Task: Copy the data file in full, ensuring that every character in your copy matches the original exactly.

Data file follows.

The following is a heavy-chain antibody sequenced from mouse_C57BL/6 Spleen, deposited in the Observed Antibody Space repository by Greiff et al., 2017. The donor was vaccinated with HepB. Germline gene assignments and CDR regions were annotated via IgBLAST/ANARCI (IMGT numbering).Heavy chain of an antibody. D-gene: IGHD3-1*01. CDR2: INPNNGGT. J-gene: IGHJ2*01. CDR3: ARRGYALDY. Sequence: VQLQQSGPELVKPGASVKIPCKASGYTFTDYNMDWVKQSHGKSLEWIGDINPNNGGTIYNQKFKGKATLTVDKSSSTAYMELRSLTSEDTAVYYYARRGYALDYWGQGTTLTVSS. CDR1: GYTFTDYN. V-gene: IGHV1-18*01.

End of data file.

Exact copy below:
The following is a heavy-chain antibody sequenced from mouse_C57BL/6 Spleen, deposited in the Observed Antibody Space repository by Greiff et al., 2017. The donor was vaccinated with HepB. Germline gene assignments and CDR regions were annotated via IgBLAST/ANARCI (IMGT numbering).Heavy chain of an antibody. D-gene: IGHD3-1*01. CDR2: INPNNGGT. J-gene: IGHJ2*01. CDR3: ARRGYALDY. Sequence: VQLQQSGPELVKPGASVKIPCKASGYTFTDYNMDWVKQSHGKSLEWIGDINPNNGGTIYNQKFKGKATLTVDKSSSTAYMELRSLTSEDTAVYYYARRGYALDYWGQGTTLTVSS. CDR1: GYTFTDYN. V-gene: IGHV1-18*01.